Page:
Examination of Witnesses (Questions 103-110)|
11 NOVEMBER 2003
Q103 Chris McCafferty: Can I say
it is nice to see you both again, and I am pleased that Dr Misk
was allowed out of Palestine to come and give evidence here today.
I know, because I have spoken with you before when we met in this
room, that you are a non-political organisation and you are also
one of the very few cross-community organisations that exist in
Israel and the occupied territories. So from where I am looking
you are a wonderful role model for other organisations, or other
Israelis and Palestinians who may want to work for peace and reconciliation
and for tolerance in the way that you do so well. I would like
to ask you why is it, in your view, there are so few organisations
like yours, so few cross-community organisations? Are there big
obstacles put in the path of having an organisation such as yours?
What can be done to help integrated civil society organisations
to flourish in Israel and the occupied territories?
Mrs Damelin: I think, to answer
your question about other organisations, if you look at the world
in generalin fact if you look at the parties in this very
House that we are sitting inthere are pro-Palestinian lobbies,
there are pro-Israel friend lobbies and that tends to be the way
that people behave in the world in general. I do not think the
Israelis or the Palestinians are very different. If you look at
the Parents' Circle it is a very unusual organisation. It is made
up of 500 families who have all lost a family member. I think
it is the basis of being able to forgive and to looking at the
future for other children, because parents who have lost children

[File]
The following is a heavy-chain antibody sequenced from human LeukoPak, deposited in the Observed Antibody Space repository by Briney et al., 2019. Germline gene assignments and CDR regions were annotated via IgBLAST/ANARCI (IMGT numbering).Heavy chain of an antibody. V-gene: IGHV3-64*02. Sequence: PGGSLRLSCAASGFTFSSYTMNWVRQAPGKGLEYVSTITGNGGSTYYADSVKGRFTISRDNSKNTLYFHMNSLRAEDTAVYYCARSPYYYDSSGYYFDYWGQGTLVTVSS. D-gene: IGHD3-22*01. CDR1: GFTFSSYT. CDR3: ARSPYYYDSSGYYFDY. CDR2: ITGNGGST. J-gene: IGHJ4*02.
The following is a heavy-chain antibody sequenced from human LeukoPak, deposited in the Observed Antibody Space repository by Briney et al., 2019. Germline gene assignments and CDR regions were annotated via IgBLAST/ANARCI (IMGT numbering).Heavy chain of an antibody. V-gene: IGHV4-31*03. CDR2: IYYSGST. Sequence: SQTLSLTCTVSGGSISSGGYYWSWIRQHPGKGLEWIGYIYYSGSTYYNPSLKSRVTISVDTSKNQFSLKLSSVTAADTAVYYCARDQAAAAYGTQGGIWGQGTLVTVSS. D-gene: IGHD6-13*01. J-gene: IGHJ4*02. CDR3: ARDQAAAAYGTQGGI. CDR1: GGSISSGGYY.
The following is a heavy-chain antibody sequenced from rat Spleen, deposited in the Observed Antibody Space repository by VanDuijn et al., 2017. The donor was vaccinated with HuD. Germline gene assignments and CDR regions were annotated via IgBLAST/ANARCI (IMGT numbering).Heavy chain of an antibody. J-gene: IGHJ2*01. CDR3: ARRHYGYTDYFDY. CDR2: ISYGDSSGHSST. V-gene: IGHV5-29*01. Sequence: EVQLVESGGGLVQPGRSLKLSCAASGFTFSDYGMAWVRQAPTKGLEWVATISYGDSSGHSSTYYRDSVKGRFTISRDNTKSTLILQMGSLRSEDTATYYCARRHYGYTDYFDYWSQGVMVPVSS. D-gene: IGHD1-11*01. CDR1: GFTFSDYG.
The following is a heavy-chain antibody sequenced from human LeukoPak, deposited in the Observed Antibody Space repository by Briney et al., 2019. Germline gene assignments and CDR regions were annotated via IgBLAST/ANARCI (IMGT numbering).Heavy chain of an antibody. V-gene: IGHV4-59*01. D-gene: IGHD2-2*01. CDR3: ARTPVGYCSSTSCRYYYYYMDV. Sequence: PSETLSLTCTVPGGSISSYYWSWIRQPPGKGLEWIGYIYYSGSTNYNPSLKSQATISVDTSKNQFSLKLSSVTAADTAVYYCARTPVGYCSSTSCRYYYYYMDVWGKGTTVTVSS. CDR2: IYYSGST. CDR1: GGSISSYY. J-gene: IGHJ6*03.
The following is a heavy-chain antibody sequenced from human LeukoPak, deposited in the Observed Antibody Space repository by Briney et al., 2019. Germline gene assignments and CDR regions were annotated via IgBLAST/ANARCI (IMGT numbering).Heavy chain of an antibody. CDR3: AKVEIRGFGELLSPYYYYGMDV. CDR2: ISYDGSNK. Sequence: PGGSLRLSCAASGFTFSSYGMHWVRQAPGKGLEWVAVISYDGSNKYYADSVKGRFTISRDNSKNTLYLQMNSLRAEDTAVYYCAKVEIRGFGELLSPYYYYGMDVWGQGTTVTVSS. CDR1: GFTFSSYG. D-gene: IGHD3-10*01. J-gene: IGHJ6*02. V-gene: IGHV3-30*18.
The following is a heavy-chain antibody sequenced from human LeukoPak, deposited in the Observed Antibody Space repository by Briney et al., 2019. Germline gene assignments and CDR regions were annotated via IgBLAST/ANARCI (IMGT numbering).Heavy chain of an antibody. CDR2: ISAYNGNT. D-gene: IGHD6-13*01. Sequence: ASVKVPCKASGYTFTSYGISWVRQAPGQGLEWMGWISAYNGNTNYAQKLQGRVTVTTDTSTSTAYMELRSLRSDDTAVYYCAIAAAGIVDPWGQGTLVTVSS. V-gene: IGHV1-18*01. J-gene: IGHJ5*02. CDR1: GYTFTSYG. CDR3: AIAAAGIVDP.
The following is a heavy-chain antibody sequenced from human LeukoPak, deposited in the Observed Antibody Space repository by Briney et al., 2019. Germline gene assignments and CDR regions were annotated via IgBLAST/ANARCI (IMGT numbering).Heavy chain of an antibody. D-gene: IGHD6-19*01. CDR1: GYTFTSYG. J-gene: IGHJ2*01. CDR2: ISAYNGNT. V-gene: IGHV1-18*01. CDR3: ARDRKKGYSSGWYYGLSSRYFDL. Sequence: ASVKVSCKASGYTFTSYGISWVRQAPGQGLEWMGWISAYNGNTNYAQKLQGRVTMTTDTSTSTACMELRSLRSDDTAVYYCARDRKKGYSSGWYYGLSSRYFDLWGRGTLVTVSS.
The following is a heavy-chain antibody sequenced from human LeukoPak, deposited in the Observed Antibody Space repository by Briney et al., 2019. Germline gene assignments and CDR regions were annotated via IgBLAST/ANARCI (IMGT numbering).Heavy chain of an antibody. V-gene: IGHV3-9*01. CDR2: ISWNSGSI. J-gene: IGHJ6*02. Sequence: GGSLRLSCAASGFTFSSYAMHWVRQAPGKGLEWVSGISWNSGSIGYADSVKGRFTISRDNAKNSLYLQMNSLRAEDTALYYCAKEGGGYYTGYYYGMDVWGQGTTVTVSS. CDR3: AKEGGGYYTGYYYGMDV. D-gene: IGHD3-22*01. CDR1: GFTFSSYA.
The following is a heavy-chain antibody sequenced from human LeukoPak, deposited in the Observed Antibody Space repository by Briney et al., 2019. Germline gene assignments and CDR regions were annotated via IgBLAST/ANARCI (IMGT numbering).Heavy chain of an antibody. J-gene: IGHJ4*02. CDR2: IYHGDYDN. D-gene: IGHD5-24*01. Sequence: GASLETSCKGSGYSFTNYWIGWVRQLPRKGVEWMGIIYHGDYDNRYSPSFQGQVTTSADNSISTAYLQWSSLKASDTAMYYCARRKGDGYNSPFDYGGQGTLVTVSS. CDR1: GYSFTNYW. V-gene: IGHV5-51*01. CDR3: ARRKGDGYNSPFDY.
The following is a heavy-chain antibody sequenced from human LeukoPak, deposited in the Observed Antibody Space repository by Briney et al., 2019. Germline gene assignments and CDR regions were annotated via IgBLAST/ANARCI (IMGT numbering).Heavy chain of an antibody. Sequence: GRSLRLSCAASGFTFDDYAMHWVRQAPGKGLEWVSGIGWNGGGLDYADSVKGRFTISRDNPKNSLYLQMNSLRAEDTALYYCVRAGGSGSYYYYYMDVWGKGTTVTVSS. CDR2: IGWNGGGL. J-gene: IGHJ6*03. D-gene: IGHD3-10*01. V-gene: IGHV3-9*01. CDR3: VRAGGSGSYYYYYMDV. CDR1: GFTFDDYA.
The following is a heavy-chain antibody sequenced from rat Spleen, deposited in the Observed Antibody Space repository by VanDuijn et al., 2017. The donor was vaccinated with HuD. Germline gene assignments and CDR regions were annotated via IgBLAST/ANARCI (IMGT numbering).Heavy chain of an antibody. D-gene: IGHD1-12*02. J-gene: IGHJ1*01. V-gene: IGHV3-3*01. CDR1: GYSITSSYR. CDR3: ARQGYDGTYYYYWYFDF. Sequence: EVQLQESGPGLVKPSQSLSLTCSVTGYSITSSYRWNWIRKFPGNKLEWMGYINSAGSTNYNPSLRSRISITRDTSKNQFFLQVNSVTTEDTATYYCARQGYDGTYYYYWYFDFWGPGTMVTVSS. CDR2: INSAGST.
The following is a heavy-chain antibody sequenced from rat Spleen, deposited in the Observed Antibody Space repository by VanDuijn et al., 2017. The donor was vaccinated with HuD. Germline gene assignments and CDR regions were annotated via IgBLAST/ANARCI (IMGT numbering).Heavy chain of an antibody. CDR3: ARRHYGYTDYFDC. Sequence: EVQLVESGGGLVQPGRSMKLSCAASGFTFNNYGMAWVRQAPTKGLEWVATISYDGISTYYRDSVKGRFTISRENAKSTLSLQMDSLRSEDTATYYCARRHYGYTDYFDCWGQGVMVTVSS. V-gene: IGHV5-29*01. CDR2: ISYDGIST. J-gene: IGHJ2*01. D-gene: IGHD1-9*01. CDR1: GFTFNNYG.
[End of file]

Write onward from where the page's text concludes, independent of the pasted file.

are, really, probably the only people who can understand what
it means to send a child off to war. I think that the occupation
is not only killing the Palestinians, because Israelis do not
see the pain and suffering of the Palestinians, but we believe
as an organisation that the occupation is ruining the morale and
the morals of the Israelis. We must do whatever we can do to stop
this occupation and whatever you can do to stop this occupation,
if you are interested in Israel in surviving and if you are interested
in the Palestinians getting out of the terrible, terrible conditions
that they live in. We tend to talk about statistics, and I have
listened to everybody here today, but I see the human beings behind
the statistics: I see my son, who was a peace worker, I see Adel's
father who was killed by the occupiers; I do not see just the
statistic. Then when you begin to humanise things you will realise
that the Israelis need you more than you even could vaguely understand.
It is no good blaming because the Israelis are not going to disappear
in a puff of smoke and nor are the Palestinians. So what can you
really do except sit around and talk about statistics? It is to
try and influence the Israelis to get out of the occupied territories.
Our long-term goals are very much towards reconciliation, something
like South Africa. We want to have a truth and reconciliation
commission because we know that until the Palestinians and the
Israelis get together as nations there will never be peace. They